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Homeowners Charge U.S. Made Toxic Drywall

The CBS News investigative unit first reported this spring about the thousands of Americans forced out of their homes by defective, rotting drywall.

Monday, the Consumer Product Safety Commission said it has found what it calls a "strong association" between some Chinese-made drywall and the corrosion of pipes and wires. But there may also be problems with American-made drywall, as CBS News chief investigative correspondent Armen Keteyian reports.

The damage being blamed on defective drywall is ugly: corroded copper coil, electrical wires eaten away and a noxious odor fouling the air. Health complaints range from itchy eyes to headaches and bloody noses to breathing problems.

"If it's doing this to our house, it has to have some effect on our bodies," said Jill Swidler, a Florida homeowner affected by the noxious drywall.

Thousands of homeowners in 32 states have been affected.

"This is devastating," said Sen. Mark Warner, D.-Va. "People are losing their homes; they're being foreclosed upon; they're declaring bankruptcy."

It's believed that "bad" drywall produces corrosive sulfur gasses. The reason remains unclear, but lawmakers and federal authorities have left little doubt who's to blame: China, China, China.

But a CBS News investigation has found problems with defective drywall may reach beyond China and include products made in the United States.

U.S.: Chinese Drywall, Corrosion Linked
Feds: Chinese Drywall Reports Inconclusive
U.S. Meets with China Over Safety Issues
Insurers: Chinese Drywall? Go Away
CBS News Investigates: Homeowners' Nightmare
Company: We Didn't Make Toxic Drywall
Early Show: Is Your Drywall A Rotting Health Hazard?
See images of defective
drywall and learn more from the Florida Dept. of Health

The Consumer Product Safety Commission has received more than 2,000 complaints to date. The agency recently released details on 44 of them under the heading "imported drywall." But CBS News discovered that 10 of the cases - nearly a quarter - actually involve drywall made in the United States.

That "says we need to be proactive in looking at all drywall," said Inez Tennenbaum, head of the CPSC. "The majority of our complaints has to do with the Chinese drywall - but we are not going to ignore a problem if it's made in America."

In fact, CBS News found a number of families that had to abandon homes built, they claim, with American-made drywall. There were cases in Florida, in Georgia and in South Dakota, where Brandon Gades says his electrical wiring went haywire and his wife was overcome by fumes.

In addition, three separate lawsuits have been filed against American manufacturers: one against National Gypsum, two others against Georgia Pacific, including one by Jill and Michael Swidler.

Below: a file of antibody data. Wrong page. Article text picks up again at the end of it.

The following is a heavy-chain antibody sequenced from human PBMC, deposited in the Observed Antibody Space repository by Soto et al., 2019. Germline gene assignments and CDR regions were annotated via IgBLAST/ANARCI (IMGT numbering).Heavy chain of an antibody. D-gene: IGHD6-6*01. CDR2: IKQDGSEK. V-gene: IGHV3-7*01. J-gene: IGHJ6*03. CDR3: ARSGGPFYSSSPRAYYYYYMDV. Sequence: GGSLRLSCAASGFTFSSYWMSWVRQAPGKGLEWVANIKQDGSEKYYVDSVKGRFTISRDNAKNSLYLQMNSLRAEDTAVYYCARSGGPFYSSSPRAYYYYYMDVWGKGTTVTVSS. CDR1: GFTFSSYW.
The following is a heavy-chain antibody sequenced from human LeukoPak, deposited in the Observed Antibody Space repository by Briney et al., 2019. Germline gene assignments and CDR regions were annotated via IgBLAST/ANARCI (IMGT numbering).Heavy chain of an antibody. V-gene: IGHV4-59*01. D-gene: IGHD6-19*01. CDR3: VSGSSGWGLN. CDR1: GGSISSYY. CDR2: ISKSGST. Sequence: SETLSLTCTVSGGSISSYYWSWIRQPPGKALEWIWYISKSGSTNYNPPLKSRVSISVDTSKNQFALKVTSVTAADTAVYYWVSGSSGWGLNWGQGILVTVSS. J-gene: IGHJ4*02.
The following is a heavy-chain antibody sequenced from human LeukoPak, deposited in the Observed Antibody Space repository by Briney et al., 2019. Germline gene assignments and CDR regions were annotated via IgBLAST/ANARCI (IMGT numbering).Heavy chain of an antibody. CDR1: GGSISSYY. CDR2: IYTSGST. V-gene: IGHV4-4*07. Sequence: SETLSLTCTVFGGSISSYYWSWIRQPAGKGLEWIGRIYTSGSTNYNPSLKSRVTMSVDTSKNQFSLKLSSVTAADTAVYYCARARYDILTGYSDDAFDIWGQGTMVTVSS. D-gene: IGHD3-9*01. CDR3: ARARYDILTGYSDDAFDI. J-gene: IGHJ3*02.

"We don't have Chinese drywall," Jill Swidler said. "It was made in the United States."

Drywall gained popularity with builders back in the booming 1950s as a way to frame walls - a lighter, cheaper alternative to plaster. Traditionally, drywall was made the white mineral gypsum. In its pure form gypsum emits no gas or odor. Bad drywall, however, is darker.

CBS News wanted to compare American and Chinese drywall, so we purchased random samples of new American-made drywall in six U.S. cities, and new Chinese-made drywall in China. We also collected samples of drywall from five damaged U.S. homes.

We sent everything to the University of Florida to be tested by a team of researchers led by professor Tim Townsend, a scientist and leading expert on the effects of drywall on the environment.

His team spent five months running a multitude of tests on the samples we provided. The results were revealing.

"It's not as black and white as saying the Chinese drywall is bad and all other drywall is good," Townsend said.

As expected, the contaminated Chinese samples gave off high levels of sulfur gases. But all but one of the U.S. samples emitted sulfur gases, as well - not at levels as high as the defective Chinese product, but unexpected.

Perhaps more surprising, "There were some American products that we tested that had higher emission than some of the new Chinese products that we tested," Townsend said.

Nancy Spurlock, communications director for National Gypsum, says all their testing found no problems with their product.

"Domestic wallboard, including National Gypsum, is not a problem," Spurlock said. "There's sulfur gasses everywhere. ... There's sulfur gasses in water. There's sulfur gasses in the air; to the extent they will corrode cooper, no."

Georgia Pacific declined an on-camera request for an interview, citing pending litigation. but a company spokesperson said, "We take customer complaints seriously, and stand behind the quality of our products."

Yet Townsend remains concerned about what could be hidden inside these walls.

"The results tell me that we shouldn't just be focused solely on defective Chinese drywall," he said. "We need to be backing up and looking at the product of drywall itself."

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